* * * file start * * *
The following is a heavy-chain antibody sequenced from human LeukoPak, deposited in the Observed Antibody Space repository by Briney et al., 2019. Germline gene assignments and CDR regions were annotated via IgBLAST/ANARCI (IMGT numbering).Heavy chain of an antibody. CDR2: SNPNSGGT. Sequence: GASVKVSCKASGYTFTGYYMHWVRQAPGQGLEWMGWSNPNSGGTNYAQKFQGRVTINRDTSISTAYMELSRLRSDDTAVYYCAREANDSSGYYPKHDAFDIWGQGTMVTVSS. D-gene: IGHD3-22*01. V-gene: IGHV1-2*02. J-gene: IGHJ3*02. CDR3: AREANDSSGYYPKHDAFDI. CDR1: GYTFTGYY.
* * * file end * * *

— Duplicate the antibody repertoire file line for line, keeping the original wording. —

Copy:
The following is a heavy-chain antibody sequenced from human LeukoPak, deposited in the Observed Antibody Space repository by Briney et al., 2019. Germline gene assignments and CDR regions were annotated via IgBLAST/ANARCI (IMGT numbering).Heavy chain of an antibody. CDR2: SNPNSGGT. Sequence: GASVKVSCKASGYTFTGYYMHWVRQAPGQGLEWMGWSNPNSGGTNYAQKFQGRVTINRDTSISTAYMELSRLRSDDTAVYYCAREANDSSGYYPKHDAFDIWGQGTMVTVSS. D-gene: IGHD3-22*01. V-gene: IGHV1-2*02. J-gene: IGHJ3*02. CDR3: AREANDSSGYYPKHDAFDI. CDR1: GYTFTGYY.